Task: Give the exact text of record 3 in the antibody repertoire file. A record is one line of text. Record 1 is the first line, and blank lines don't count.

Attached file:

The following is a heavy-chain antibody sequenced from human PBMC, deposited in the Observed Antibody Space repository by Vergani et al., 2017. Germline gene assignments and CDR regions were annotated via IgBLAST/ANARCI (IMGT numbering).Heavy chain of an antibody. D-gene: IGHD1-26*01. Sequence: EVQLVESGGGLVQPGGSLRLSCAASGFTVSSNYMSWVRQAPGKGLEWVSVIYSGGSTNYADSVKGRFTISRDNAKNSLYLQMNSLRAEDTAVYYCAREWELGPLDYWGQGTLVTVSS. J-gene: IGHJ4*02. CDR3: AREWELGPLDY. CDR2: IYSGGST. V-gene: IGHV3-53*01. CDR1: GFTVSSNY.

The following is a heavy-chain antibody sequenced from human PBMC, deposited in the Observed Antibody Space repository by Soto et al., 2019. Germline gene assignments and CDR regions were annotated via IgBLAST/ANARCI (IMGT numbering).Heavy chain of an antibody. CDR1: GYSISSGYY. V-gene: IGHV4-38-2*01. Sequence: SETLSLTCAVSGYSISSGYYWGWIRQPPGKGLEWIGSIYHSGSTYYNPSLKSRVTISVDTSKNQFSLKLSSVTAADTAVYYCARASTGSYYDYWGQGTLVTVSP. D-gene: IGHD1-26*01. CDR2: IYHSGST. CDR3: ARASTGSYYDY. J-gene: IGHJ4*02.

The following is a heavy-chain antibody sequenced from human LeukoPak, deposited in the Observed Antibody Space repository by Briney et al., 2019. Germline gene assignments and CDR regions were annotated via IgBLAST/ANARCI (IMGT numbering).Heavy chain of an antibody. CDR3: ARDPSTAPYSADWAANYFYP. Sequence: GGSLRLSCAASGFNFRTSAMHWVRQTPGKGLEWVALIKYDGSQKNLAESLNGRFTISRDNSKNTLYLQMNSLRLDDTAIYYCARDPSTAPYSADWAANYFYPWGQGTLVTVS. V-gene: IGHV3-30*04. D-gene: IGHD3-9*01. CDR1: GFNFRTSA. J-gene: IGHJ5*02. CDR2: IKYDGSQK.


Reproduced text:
The following is a heavy-chain antibody sequenced from human LeukoPak, deposited in the Observed Antibody Space repository by Briney et al., 2019. Germline gene assignments and CDR regions were annotated via IgBLAST/ANARCI (IMGT numbering).Heavy chain of an antibody. CDR3: ARDPSTAPYSADWAANYFYP. Sequence: GGSLRLSCAASGFNFRTSAMHWVRQTPGKGLEWVALIKYDGSQKNLAESLNGRFTISRDNSKNTLYLQMNSLRLDDTAIYYCARDPSTAPYSADWAANYFYPWGQGTLVTVS. V-gene: IGHV3-30*04. D-gene: IGHD3-9*01. CDR1: GFNFRTSA. J-gene: IGHJ5*02. CDR2: IKYDGSQK.